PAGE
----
TRANSLATING RESEARCH INTO PRACTICE

The translation of research into practice requires the integration of three processes: disseminating research evidence to the clinician, critically analyzing such evidence, and applying such evidence to practice. The latter two steps are embedded in EBP and are discussed later in this chapter.

Historically, there have been several models (diffusion, systematic reviews, industrial commodity, system engineering, and social innovation) that were developed to explain how research evidence reaches the clinician and to identify how this evidence translates into practice (Scott, 2007). The early diffusion model depicts information from journals and conferences as being transferred by "osmosis." The stronger the evidence, the more likely it was that research would filter down to the practitioner and find its way into practice. Unfortunately, this method did not assist the clinician in applying the evidence to the clinical arena.

Systematic reviews, meta-analyses, and clinical guidelines were developed to simplify the process. Experts would analyze and summarize the research and make recommendations, thus facilitating the application of the evidence into practice. Some practitioners resisted the application of guidelines because there was not always consensus among experts and some clinicians believed the guidelines were prescriptive and did not allow for patient variability.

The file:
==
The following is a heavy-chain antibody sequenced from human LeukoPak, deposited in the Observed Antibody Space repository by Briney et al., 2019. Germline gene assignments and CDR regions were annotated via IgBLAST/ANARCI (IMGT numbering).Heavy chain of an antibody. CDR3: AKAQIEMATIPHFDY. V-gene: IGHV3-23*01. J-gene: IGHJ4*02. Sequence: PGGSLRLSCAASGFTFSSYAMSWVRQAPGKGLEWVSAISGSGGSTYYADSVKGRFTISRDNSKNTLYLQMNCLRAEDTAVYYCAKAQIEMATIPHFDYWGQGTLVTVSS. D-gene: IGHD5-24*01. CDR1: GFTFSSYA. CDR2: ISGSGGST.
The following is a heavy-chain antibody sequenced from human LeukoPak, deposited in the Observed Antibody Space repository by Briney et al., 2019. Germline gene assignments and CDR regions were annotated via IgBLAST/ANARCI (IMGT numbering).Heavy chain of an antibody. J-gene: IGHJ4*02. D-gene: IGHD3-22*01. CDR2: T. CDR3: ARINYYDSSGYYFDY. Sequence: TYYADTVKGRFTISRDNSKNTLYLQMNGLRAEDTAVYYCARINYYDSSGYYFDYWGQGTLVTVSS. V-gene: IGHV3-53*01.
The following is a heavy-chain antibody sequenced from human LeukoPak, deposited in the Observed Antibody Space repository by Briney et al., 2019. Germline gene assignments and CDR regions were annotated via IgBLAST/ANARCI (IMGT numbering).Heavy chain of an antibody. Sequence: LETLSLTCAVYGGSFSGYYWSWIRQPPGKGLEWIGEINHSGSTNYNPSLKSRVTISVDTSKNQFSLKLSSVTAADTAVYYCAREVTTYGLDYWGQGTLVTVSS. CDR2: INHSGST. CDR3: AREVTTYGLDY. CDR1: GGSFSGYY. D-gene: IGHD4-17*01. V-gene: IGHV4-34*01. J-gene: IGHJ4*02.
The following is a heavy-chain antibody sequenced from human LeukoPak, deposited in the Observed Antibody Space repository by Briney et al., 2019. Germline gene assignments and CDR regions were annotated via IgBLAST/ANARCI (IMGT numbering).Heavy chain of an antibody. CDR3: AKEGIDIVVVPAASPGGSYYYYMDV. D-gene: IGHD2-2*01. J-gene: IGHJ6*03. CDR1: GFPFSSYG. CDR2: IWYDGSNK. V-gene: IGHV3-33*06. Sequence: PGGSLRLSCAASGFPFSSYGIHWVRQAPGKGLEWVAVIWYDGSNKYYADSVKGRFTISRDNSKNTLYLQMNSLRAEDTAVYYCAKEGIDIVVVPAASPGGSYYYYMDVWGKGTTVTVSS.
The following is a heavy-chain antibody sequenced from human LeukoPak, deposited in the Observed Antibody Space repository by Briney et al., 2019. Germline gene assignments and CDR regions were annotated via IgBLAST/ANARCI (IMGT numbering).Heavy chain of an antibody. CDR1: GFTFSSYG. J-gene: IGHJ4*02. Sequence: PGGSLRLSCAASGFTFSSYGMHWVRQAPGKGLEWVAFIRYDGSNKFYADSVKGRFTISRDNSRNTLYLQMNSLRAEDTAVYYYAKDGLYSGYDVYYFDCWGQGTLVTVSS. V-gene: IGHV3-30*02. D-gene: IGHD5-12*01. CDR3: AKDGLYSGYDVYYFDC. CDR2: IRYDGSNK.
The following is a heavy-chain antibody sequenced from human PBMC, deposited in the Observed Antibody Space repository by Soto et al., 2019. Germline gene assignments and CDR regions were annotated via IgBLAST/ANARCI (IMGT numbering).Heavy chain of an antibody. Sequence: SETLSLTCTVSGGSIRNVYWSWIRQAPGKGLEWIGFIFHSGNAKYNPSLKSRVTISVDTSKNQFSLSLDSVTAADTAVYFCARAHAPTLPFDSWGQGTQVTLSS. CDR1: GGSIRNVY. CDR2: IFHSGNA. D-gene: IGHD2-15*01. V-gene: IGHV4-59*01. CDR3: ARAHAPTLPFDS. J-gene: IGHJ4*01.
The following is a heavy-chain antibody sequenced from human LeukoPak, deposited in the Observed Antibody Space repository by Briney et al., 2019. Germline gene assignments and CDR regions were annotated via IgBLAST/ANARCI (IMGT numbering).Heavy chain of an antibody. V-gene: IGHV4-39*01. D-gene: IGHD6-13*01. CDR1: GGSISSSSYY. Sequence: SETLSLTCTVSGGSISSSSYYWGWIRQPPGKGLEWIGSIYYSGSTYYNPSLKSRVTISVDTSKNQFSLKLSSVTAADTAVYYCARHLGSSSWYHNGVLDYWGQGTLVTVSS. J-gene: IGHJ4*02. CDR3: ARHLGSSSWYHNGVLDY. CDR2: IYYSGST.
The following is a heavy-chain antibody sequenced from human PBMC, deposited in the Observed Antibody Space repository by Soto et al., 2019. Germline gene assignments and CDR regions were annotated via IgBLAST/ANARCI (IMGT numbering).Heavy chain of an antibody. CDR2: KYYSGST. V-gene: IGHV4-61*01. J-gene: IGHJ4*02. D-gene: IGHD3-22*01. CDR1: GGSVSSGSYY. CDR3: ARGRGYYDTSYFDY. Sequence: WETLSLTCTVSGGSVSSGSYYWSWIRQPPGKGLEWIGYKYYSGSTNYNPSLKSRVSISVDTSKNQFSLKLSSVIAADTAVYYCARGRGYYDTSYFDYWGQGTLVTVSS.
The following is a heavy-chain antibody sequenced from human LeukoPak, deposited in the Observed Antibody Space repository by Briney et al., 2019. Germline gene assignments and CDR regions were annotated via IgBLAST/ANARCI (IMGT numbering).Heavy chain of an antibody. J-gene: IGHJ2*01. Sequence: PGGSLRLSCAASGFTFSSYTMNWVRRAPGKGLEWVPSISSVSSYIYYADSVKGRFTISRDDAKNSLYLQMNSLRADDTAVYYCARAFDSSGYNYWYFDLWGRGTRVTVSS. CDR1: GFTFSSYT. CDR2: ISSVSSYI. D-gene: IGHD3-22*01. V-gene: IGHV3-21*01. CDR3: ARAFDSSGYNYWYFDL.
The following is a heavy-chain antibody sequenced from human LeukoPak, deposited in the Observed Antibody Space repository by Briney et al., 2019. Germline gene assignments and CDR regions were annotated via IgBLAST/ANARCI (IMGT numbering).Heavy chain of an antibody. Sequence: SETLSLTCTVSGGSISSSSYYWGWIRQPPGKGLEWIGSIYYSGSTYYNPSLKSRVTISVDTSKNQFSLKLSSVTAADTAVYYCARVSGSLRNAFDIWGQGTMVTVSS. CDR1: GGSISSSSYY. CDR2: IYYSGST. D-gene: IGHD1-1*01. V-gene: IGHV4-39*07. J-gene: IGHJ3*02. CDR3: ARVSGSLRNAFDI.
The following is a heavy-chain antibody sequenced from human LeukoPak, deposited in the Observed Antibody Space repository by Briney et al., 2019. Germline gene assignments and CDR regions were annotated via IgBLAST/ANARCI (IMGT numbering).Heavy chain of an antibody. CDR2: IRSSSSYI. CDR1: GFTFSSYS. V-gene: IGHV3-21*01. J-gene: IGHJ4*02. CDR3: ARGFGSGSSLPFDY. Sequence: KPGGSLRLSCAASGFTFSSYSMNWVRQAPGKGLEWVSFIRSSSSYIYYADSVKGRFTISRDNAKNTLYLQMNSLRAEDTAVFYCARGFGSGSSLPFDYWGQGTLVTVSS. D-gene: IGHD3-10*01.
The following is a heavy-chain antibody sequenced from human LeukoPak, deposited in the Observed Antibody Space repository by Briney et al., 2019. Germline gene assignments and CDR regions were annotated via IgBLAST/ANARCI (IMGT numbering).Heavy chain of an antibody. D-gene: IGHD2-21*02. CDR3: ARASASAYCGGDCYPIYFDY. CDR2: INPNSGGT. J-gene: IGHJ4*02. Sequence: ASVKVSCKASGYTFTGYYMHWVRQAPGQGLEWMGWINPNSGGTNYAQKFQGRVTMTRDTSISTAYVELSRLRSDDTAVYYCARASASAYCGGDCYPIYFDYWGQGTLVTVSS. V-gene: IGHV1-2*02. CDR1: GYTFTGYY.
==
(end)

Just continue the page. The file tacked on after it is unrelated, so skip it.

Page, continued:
The industrial commodity approach, like clinical practice guidelines, was an effort to distribute information and improve its use in clinical practice. Health care industry stakeholders (e.g., regulatory and insurance agencies) used case reviews, audits, and educational outreach programs to change clinical practice. Change was sometimes avoided because providers thought they were no longer in control of health care decisions.

Systems engineering, the utilization of early electronic information systems to improve access to information, did not interface well with clinical practices; their reliability came into question, and individual adoption of this methodology was limited. Recently this model has received a great deal of attention (Squires et al, 2011).

Social innovation, examines the motivators of behavior change within social systems, utilizing the characteristics of change and social learning to distribute new information and facilitate its application to practice. In essence, this model assesses the provider's readiness for change and tailors an educational program and materials with this variable in mind. Additionally, opinion leaders, peer networks, and key players in social networks (e.g., patients, insurers, administrators) are used to influence provider behavior. Interestingly, there is strong evidence that patient-mediated interventions or patient/consumer education is a powerful motivator for change.